Radon is the #1 Cause of Lung Cancer Among Non-Smokers...

The death of Dana Reeves (age 44), Christopher Reeves' wife several years ago raised public
awareness about radon risks and lung cancer, especially among people who have never smoked, like
Dana Reeves.  Smoking, radon, and second hand smoke are the three leading causes of lung cancer -
IN THAT ORDER - so radon is a serious health hazard.

Radon mitigation (removal) can reduce high levels at a very reasonable cost.  Costs vary from $800 to
$2,500.  The EPA estimates that the average operating costs and energy losses for radon reduction are
$150/year.  Each radon stack emits about 1 Curie per year of the heavy radioactive gas - more than
enough to eliminate dangerous levels within homes.
Experts state:

“Radon is the most potent environmental carcinogen to which the general public is exposed.” [2000
Report on Carcinogens]

“Radon is the second leading cause of lung cancer.” [The Surgeon General]

“Radon causes more deaths than home fires, drownings, and airplane crashes combined.” [US EPA]

"Radon causes about 21,100 deaths in the U.S. each year.” [US EPA & The National Academy of
Sciences, 2003 estimate].
Radon in Nature...

Radon gas is produced during the radioactive decay of uranium and thorium, common throughout
the Earth.  They disintegrate into lighter radioactive elements like radium, polonium and lead. All
are heavy metals except for one — radon.

IT IS PREVALENT IN EVERY STATE!  If you're about to spend several hundred thousand dollars
on a house or ground level condominium, the $95 fee to check for potentially lethal levels of radon
just makes sense.  

The breathable air in a home in North Carolina with radon levels considered high by the
EPA, is like smoking 1+ carton (10 packs+) of cigarettes a day!!!  A genuine reason to test
any home, regardless of location, for elevated radon levels.

Radon gas slowly oozes from the ground. Radon concentration is measured by the radioactivity it
produces (1 Curie is the radioactivity of 1 gram of radium).  The average radon level in ambient air
is 0.4 pCi/L (picoCuries per liter).  Where there are heavy concentrations of rock and ledge - radon
may be readily present.

Radon in Homes...

Radon is the heaviest of all gases, eight times heavier than air.  It accumulates in basements or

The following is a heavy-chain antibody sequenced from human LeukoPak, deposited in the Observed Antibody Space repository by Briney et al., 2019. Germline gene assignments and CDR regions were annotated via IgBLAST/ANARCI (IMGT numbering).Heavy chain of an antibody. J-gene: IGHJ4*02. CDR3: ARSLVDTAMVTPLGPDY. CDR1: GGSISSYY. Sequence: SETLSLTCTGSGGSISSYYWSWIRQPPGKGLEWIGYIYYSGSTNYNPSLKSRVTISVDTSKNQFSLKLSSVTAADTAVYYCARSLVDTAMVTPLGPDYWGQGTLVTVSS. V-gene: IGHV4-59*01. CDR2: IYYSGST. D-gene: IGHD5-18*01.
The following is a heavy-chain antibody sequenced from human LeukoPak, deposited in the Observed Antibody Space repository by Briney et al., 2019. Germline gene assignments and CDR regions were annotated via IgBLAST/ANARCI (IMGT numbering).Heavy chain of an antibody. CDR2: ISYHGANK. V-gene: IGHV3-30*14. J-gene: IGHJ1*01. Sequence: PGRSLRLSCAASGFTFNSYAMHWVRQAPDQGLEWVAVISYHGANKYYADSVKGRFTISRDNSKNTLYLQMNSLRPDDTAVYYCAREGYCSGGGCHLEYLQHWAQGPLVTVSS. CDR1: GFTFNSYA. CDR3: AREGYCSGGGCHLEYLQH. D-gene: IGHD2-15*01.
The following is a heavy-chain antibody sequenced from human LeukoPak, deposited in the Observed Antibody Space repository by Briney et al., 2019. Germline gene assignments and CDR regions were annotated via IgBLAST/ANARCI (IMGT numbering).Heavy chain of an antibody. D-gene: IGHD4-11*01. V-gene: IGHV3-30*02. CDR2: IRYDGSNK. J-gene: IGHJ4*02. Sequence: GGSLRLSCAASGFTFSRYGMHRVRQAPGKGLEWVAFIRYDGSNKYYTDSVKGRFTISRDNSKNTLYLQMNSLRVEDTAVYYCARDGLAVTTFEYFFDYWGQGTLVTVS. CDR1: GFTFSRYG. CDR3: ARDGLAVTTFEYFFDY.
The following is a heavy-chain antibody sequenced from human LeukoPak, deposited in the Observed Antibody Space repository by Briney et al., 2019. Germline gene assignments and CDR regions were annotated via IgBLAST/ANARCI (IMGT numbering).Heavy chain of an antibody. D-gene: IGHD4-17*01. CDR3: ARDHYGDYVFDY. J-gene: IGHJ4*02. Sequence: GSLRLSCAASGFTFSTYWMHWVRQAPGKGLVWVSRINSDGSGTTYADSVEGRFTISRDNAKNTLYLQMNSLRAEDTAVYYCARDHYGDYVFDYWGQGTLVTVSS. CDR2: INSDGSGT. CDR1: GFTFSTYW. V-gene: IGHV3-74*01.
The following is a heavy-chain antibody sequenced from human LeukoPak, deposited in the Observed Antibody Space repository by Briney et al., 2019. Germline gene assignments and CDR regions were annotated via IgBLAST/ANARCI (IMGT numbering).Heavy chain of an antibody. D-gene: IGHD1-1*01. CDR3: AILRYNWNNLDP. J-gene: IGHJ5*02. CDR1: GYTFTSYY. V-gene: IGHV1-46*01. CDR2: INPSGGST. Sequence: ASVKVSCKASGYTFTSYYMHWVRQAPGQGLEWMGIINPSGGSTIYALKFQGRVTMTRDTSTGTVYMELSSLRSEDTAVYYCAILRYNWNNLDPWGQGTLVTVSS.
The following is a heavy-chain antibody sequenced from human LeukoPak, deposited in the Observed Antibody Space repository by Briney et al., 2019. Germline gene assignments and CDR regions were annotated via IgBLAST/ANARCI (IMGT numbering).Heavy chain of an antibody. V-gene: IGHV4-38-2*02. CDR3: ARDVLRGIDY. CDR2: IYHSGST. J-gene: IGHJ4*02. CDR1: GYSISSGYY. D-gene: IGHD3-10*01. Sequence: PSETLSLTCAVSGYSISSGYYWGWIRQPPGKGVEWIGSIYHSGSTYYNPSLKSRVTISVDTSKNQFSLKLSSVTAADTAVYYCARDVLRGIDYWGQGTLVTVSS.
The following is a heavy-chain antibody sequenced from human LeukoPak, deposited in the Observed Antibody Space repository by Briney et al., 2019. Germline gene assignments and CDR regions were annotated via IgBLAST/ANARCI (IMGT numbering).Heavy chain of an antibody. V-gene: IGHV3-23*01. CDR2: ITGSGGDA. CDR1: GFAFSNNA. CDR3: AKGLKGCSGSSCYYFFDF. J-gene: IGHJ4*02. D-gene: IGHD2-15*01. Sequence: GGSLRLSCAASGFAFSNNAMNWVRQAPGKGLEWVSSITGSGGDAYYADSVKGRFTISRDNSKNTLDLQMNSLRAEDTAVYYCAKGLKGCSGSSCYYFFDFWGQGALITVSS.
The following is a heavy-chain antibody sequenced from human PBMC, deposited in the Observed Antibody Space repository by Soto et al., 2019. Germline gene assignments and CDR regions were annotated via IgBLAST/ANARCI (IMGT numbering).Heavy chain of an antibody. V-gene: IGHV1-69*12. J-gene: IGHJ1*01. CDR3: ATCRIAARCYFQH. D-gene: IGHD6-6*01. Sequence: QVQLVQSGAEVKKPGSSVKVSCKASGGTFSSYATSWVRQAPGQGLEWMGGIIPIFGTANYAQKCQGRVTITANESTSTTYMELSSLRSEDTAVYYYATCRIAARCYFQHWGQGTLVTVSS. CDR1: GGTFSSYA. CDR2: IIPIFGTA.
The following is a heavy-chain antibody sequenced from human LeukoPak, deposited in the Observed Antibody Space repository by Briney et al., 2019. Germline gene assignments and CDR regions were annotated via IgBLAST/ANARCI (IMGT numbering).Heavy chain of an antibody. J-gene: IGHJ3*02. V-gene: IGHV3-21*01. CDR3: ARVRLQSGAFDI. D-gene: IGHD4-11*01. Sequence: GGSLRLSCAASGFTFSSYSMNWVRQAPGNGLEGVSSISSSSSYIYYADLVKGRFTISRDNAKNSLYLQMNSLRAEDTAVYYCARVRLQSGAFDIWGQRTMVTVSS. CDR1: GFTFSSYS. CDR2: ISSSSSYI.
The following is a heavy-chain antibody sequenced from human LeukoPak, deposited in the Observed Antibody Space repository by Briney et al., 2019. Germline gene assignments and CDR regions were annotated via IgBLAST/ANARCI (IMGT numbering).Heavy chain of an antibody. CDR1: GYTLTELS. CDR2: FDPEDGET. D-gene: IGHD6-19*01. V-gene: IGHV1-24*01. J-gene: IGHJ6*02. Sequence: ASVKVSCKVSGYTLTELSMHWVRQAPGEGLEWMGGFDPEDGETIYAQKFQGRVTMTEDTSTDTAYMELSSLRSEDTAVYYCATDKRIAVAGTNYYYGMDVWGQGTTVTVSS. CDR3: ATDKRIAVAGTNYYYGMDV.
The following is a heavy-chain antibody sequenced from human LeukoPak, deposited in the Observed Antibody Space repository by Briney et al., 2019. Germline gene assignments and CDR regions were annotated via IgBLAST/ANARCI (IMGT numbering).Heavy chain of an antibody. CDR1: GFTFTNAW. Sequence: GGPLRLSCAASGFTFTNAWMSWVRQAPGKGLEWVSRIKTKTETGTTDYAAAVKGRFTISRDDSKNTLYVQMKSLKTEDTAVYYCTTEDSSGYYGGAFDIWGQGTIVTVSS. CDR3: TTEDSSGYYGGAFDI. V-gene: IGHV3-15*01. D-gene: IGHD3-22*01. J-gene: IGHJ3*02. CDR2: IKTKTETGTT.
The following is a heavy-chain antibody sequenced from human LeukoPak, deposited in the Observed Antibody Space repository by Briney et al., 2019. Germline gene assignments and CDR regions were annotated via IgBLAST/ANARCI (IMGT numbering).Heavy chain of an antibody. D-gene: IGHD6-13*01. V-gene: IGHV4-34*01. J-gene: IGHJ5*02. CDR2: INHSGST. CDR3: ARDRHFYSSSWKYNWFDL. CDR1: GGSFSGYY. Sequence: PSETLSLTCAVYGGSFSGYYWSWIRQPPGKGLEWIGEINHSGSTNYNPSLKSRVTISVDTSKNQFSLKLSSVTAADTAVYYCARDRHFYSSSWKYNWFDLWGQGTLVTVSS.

on lower floors and then, diffuses throughout the building.

The average radon level in US homes is 1.25 pCi/L. About 1 out of every 15 homes exceeds
the "action limit" of 4 pCi/L and nearly 1 out of 6 exceeds the 2 pCi/L "consider action limit".

Having even minimal elevated levels of radon in your home carries a mortality risk three times
higher than the risk of dying in a car crash - or the equivalent to smoking 10 cigarettes a day.
In fact, if you smoke AND live in a home with elevated levels of radon in the air, your risk of
contracting lung cancer can be as high as 10 times greater than living in a home without elevated
radon levels.

Radon is a Potent Carcinogen...

Radon gas decays into minute radioactive particles which float in the air we breathe.  These
particles get trapped in the lungs where they undergo radioactive decay with a half life of 22
years. The radiation damages the DNA of adjacent cells and causes lung cancer.  

The EPA recommends that if you are considering the purchase of a home, that you know what
radon levels currently exist in the house.  Considering the long-term effects of high levels radon
exposure, not testing the house for radon levels in the air and well water is foolish and not
forward thinking.
How widespread is the problem? Radon has been
found in homes in all 50 states.  Some areas of the
state have higher levels than others - BUT - no
location is immune, regardless of location.  The only
way to tell for sure is to have a home tested.

Please Note:  Radon is NOT very prevalent in SE
North Carolina or NE South Carolina.  Dozens of tests
have never resulted in high levels of radon.  Not a
guarantee - just some cost/expense insight.
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